Burma (now known as Myanmar), it is generally believed, produces most of the world’s gem rubies by value. Yet the Burmese government’s violent response to protesters this fall has resulted in calls for further government and industry sanctions against gems mined there. As a result, some jewelers and gem dealers are asking themselves what other countries to turn to for rubies. Fortunately, at least 90 ruby mines in 17 countries were producing in the 1990s (see the article on gem localities of the 1990s by James E. Shigley and colleagues in the Winter 2000 issue of Gems & Gemology), with many more mines discovered since then.
Once suitable only as mineral specimens, these low-grade crystals represent the starting material used in lead glass–filled rubies. Photo by Maha Calderon, © GIA.
One new source is in Madagascar, where gem hunters discovered large deposits of ruby early this decade. While some of the gem rough was very attractive, much of the material was so filled with cracks and fissures as to be suitable only for use as mineral specimens (figure 1). Before long, however, dealers in gem-cutting centers devised a way to bring the poorer-quality rubies to the gem market—adapting a treatment from the emerald and diamond trades. By infusing high-lead-content glass into the fractures, they were able to give these goods an appearance suitable for jewelry products (figure 2).
These lead glass–filled rubies, ranging from 2.15 to 7.42 carats, are typical of the treated material seen in the market. Photo by Elizabeth Schrader, © GIA.
These so-called fracture-filled or lead glass–filled rubies have been on the market for at least three years, mostly as affordable versions of much higher-priced goods that have mild or no treatment, and they will likely remain on the market for years to come. The GIA Laboratory has seen filled rubies as large as 100 ct, with many between 5 and 10 ct.
In 2006, GIA researchers Shane McClure, Christopher Smith (now with American Gemological Laboratories), Wuyi Wang, and Matthew Hall conducted exhaustive tests on 50 polished lead glass–filled rubies to determine the durability of the filler and establish identification criteria. The goods were purchased at various locations, including New York, Bangkok, the JCK Show in Las Vegas, and the Tucson gem shows.
The researchers found that the filler was fairly resistant to heat, including a ring setting/retipping process. Temperatures up to 600 degrees Celsius had no effect on the filled rubies. Heating over 700 degrees Celsius, however, caused small amounts of the filler to begin “sweating” from the fissures and, after a few minutes, to flow onto the surface of the stone. In all cases, the fillers were damaged or partially removed when exposed to a pickling solution or other corrosive materials used for jewelry cleaning. Even common household products such as bleach, ammonia, and concentrated lemon juice left their mark on the filler (figure 3).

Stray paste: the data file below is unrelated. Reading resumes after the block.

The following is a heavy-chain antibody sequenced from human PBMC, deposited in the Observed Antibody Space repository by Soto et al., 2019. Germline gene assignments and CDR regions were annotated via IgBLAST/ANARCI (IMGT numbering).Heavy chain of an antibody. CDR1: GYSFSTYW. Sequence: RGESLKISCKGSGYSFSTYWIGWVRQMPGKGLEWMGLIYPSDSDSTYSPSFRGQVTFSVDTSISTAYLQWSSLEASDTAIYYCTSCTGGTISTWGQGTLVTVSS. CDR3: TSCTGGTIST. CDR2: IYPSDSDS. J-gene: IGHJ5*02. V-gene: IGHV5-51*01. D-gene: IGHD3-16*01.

While the lead-glass filler was fairly durable to heating, common household products such as ammonia, bleach, and concentrated lemon juice damaged it at the surface. Photomicrograph by Christopher P. Smith, magnified 32×; © GIA.
Many of the samples purchased for the GIA study had a slightly brownish appearance, while some were light enough to be considered pink sapphire. However, two of the samples could have passed for medium-quality ruby had they been untreated or subjected only to heating. The stones showed the same gemological properties as unfilled corundum, with the exception of one sample that had a slightly elevated specific gravity, probably because the filling was quite extensive.
One of the key identification features of lead glass–filled rubies is the flash effect. This sample shows a strong blue flash in brightfield illumination, and the orange flash is visible in darkfield. Photomicrograph by Shane F. McClure, magnified 10×; © GIA.
While the filler was very effective in masking the visibility of the fractures, the treatment was easily detected using a standard loupe or microscope. Blue or orange flashes appeared when the stones were rotated in the light (figure 4), though the intensity of the flash varied with each stone. Within the filler itself, magnification revealed gas bubbles (figure 5a,5b) and, in some cases, a yellowish color.
Flattened and rounded gas bubbles were visible in nearly all the lead glass–filled rubies. Photomicrographs by Christopher P. Smith (28×) © GIA.
Photomicrographs Shane F. McClure (20×); © GIA.
Lead-glass filling has created commercial-quality rubies from highly fractured crystals. However, these tests show that full disclosure is needed not only from an ethical standpoint, but from a practical one as well. Buyers must know to keep such stones away from harmful substances and be sure to inform their jewelers about the nature of the treatment before they begin any repair work.
With the search for new sources invariably comes the discovery of new treatments. It is important to understand such treatments, how to identify them, and any durability concerns they may entail.
© Gemological Institute of America. October 2007